My university photos are all in two shoeboxes, organised chronologically. I used to have these university photos displayed in a beautiful set of photo albums, but when Rick and I got engaged, I decided I didn’t need to keep a photographic record of my previous relationships, so I went through the albums and took all those photos out. Then I decided the empty pockets weren’t to my liking so I made the executive decision of pulling out five years worth of photos from the albums and simply storing them in two photo boxes.

Just last week, while I was waiting for Aperture to generate thumbnails for 60,000 odd photos after I upgraded my old hard drive to a new solid state drive, I finally made some proper dividers for these two photos boxes simply by using the original dividers that came with the box as a template (they were a garish design and there were only five) and tracing them out onto plain white cardboard. Then I went through all the photos and labelled a different divider for each different event. I didn’t bother with recording the exact date but I did label separate dividers for each year. The final result is what you can see in the very first image above. I’m very happy with this and currently don’t have any plans to re-organise the photos into albums.

My graduations and 21st birthday

For my 21st celebration, I made a special album myself by choosing about 40 sheets of textured black acid-free A4 cardboard, adding a piece of A4 tracing paper between each sheet, adding a special ‘corrugated’ cardboard that was extra thick on top as the cover, and then simply having all this spiral bound at Kinkos kiosk. I liked this album very much because it meant I could customise the number of pages based on the exact number of photos I wanted to include, and I could also cut out my own custom window in the cardboard cover to display my favourite photo from the album. This album is stored in a Kikki K A3 storage box together with my 21st guestbook and the cards that I received from my family and friends, nicely tied up with string (shown on the left hand side above).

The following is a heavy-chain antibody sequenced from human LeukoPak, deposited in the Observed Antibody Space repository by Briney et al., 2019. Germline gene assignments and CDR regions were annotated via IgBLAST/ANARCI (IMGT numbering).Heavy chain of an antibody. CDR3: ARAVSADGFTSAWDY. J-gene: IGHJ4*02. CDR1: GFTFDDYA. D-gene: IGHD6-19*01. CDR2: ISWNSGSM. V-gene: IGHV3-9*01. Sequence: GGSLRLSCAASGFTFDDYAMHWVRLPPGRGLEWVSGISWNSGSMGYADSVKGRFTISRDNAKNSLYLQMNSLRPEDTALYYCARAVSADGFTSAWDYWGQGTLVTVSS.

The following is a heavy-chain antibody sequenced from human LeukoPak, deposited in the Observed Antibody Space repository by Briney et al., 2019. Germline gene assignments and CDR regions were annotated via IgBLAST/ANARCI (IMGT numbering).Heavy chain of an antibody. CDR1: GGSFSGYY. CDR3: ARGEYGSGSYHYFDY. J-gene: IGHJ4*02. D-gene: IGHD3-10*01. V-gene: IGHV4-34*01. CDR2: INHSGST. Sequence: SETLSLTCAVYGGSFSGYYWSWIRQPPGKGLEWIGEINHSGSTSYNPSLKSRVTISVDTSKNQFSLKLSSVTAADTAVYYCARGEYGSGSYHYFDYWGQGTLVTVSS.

I liked my 21st album so much that I made similar albums for my graduations. I have one for each of my three tertiary graduations – each one with a different coloured cover. They are currently stored in the same Kikki K A3 storage box as the 21st album, along with the video tape that my dad made for my first graduation (shown on the right hand side above).

My post-university (pre-Rick) years

The photos from my post-university years are all organised five beautiful dry mount albums like the one above (I told you – I like things that come in sets). The brand was Greenergy and I don’t think they make them anymore, but I’m so glad I found them almost a decade ago now, because the inside pages are all Kraft like the cover and they’re just gorgeous. Again, the photos are organised chronologically with very simple event captions. The dry mount albums were a great choice because it allowed me to store panoramic photos as well as the bigger photo size that my APX film produced.

Looking back, it’s interesting how all my photos from my teens and twenties were event-orientated. Without the convenience of iPhones, the awesomeness of photo apps like Instagram and VSCOCam or the need to record the growth and development of a baby, it never ever crossed my mind back then to take every day photos. Boy has that changed!

As for all the memorabilia…

Up until I got married, I kept every single card, letter and note that I’d received from family and friends since I was little. We’re talking Christmas cards from primary school friends and sweet little letters from overseas pen pals (remember them?). Since getting married, I started culling them but it was only last year before we had to move again that I really made the drastic cut. I remembered what a friend had told me before she moved overseas: instead of keeping every single thing from every single person, she decided to choose only one or two items from each person who was important to her and based on that, she managed to reduce all her keepsakes and memorabilia to one box.

I kept this in mind the entire time I was wading through the boxes of letters, notes and cards, and the end result was that I miraculously made it to one box as well. I even threw out school yearbooks (something I thought I would never do) and only kept one or two that were extra special. It was truly emotionally exhausting to go through that process, and it is definitely hard to let go of so much sentimental material, but I’m happy that I did it. Not only do I not actually miss what I threw out, but I’m much more inclined now to go through this one box because I know that each item is valuable and worth keeping.